More than 20 million Americans have diabetes, and millions more are at risk for this serious condition, according to the American Diabetes Association (ADA). Type 2 diabetes, which results from cells not properly using insulin, is the most common form. Pre-diabetes, which almost always precedes a diabetes diagnosis, occurs when blood glucose levels are higher than normal but not yet diabetes.
But it’s possible to delay or prevent type 2 diabetes. A recent study showed that changes in diet and increased activity could reduce diabetes by almost 60 percent. Follow these guidelines from the ADA and improve your chances of living a longer and healthier life:
- Lose weight. Nearly nine in 10 people with newly diagnosed type 2 diabetes are overweight. Losing weight and keeping it off is a challenge, but shedding just 5 percent to 10 percent of your body weight can reduce your risk of developing diabetes and other serious conditions.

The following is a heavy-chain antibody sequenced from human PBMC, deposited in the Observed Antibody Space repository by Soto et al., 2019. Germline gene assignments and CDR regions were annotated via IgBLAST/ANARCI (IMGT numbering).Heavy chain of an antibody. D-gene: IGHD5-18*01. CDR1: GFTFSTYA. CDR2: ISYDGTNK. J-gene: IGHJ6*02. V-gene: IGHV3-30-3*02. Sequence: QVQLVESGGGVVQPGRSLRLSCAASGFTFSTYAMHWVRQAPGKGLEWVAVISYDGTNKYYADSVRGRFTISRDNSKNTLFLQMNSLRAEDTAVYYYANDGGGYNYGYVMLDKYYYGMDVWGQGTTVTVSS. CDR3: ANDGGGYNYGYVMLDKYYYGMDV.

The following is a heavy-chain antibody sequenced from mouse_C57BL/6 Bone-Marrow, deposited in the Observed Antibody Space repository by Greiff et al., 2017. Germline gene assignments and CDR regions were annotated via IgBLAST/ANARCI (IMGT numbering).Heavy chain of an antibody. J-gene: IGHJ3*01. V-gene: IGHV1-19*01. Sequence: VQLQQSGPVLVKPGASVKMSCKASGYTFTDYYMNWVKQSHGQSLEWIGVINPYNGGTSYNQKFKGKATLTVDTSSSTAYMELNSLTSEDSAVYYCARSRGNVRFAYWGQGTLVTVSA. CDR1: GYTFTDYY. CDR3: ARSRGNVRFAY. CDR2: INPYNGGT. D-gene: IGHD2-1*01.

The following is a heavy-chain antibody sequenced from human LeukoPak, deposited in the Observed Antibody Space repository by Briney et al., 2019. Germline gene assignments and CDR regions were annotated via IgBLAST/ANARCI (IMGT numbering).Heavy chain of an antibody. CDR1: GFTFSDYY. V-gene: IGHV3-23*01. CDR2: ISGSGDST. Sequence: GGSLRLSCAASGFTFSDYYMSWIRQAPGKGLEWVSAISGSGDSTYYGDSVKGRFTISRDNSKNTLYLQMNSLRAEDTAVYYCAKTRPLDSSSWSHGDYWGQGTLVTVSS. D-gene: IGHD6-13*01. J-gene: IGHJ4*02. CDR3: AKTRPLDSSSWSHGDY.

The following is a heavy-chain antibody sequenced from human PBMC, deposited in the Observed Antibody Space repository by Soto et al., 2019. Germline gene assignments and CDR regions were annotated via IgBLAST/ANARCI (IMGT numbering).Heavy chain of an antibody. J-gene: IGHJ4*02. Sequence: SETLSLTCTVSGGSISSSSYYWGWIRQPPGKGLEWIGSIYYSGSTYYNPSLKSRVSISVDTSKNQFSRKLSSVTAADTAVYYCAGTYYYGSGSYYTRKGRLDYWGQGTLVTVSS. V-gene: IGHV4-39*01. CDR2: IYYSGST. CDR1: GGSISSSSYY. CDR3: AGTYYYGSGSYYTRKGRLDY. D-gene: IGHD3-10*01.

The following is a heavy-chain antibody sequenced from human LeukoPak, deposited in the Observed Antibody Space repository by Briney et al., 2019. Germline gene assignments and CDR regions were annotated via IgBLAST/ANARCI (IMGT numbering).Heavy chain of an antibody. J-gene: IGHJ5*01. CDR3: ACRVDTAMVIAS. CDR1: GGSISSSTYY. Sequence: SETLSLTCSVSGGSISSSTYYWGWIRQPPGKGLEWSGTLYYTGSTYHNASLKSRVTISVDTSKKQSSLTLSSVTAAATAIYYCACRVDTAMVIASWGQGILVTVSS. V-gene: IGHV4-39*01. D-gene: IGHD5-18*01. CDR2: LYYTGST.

- Eat smart. A diet that includes lots of fruits and vegetables, whole-grain foods, fish and lean meats, nonfat dairy products and plenty of water is a healthful way to start. Cutting back on desserts and high-calorie snacks, avoiding saturated and trans fats and watching portion sizes are also key.
- Get moving. A complete exercise routine includes three kinds of activities: aerobic exercise, strength training and stretching. Aim for 30 minutes a day of aerobic exercise such as walking. If you haven’t been active, start slowly. Leave the car at home when possible and take the stairs instead of the elevator. Lifting weights twice a week helps build strong bones and muscles, and muscle is active tissue that burns more calories than fat. Stretching helps keep joints flexible and reduces the chance of injury.